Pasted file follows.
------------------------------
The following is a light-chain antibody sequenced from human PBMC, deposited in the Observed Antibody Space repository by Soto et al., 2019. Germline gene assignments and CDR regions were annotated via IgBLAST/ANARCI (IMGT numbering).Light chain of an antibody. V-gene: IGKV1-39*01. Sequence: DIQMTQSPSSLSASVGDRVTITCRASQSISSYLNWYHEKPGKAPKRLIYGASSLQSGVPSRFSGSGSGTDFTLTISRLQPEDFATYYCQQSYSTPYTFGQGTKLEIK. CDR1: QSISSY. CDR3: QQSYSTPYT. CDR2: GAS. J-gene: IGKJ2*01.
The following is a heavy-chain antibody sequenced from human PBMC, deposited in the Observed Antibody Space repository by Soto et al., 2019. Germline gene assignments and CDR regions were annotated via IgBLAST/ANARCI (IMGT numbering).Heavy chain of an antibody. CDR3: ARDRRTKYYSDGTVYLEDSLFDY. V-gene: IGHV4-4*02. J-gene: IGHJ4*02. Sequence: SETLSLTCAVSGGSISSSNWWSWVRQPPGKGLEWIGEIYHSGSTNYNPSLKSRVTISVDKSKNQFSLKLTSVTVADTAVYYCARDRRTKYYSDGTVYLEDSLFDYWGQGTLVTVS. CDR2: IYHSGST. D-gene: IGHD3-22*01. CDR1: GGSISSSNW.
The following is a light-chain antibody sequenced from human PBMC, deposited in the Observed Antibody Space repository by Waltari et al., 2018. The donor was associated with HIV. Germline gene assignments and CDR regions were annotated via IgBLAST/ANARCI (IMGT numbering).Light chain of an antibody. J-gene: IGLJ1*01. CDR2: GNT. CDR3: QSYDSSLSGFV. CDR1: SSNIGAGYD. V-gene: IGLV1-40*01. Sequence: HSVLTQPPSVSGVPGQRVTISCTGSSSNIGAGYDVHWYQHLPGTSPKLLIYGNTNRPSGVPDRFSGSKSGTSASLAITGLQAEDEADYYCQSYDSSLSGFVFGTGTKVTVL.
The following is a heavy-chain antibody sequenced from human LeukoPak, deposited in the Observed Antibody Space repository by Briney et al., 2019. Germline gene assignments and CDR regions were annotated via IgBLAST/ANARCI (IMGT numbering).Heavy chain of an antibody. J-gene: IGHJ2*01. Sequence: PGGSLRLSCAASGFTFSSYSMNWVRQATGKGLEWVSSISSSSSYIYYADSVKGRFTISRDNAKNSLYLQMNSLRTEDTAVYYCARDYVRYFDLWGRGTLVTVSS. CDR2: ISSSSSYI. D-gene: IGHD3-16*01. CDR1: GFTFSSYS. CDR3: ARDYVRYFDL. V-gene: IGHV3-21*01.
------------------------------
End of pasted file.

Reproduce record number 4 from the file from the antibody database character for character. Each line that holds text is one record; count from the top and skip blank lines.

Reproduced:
The following is a heavy-chain antibody sequenced from human LeukoPak, deposited in the Observed Antibody Space repository by Briney et al., 2019. Germline gene assignments and CDR regions were annotated via IgBLAST/ANARCI (IMGT numbering).Heavy chain of an antibody. J-gene: IGHJ2*01. Sequence: PGGSLRLSCAASGFTFSSYSMNWVRQATGKGLEWVSSISSSSSYIYYADSVKGRFTISRDNAKNSLYLQMNSLRTEDTAVYYCARDYVRYFDLWGRGTLVTVSS. CDR2: ISSSSSYI. D-gene: IGHD3-16*01. CDR1: GFTFSSYS. CDR3: ARDYVRYFDL. V-gene: IGHV3-21*01.